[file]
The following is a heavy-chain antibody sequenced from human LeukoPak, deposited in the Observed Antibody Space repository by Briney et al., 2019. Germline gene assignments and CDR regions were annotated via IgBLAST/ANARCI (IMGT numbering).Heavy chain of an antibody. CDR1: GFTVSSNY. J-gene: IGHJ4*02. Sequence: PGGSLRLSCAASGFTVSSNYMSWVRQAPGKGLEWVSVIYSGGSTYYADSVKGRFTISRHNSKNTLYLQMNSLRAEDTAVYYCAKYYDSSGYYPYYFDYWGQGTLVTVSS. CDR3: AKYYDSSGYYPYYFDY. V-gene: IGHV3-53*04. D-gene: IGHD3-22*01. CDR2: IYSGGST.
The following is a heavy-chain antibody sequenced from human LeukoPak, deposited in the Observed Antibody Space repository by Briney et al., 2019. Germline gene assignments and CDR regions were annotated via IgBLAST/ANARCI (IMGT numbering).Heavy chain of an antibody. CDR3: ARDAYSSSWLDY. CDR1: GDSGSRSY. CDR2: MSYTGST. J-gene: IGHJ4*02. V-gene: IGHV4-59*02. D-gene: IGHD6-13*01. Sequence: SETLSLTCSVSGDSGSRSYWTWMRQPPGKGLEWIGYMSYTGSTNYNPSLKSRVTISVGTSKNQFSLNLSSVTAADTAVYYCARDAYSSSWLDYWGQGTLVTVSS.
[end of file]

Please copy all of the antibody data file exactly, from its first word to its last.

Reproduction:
The following is a heavy-chain antibody sequenced from human LeukoPak, deposited in the Observed Antibody Space repository by Briney et al., 2019. Germline gene assignments and CDR regions were annotated via IgBLAST/ANARCI (IMGT numbering).Heavy chain of an antibody. CDR1: GFTVSSNY. J-gene: IGHJ4*02. Sequence: PGGSLRLSCAASGFTVSSNYMSWVRQAPGKGLEWVSVIYSGGSTYYADSVKGRFTISRHNSKNTLYLQMNSLRAEDTAVYYCAKYYDSSGYYPYYFDYWGQGTLVTVSS. CDR3: AKYYDSSGYYPYYFDY. V-gene: IGHV3-53*04. D-gene: IGHD3-22*01. CDR2: IYSGGST.
The following is a heavy-chain antibody sequenced from human LeukoPak, deposited in the Observed Antibody Space repository by Briney et al., 2019. Germline gene assignments and CDR regions were annotated via IgBLAST/ANARCI (IMGT numbering).Heavy chain of an antibody. CDR3: ARDAYSSSWLDY. CDR1: GDSGSRSY. CDR2: MSYTGST. J-gene: IGHJ4*02. V-gene: IGHV4-59*02. D-gene: IGHD6-13*01. Sequence: SETLSLTCSVSGDSGSRSYWTWMRQPPGKGLEWIGYMSYTGSTNYNPSLKSRVTISVGTSKNQFSLNLSSVTAADTAVYYCARDAYSSSWLDYWGQGTLVTVSS.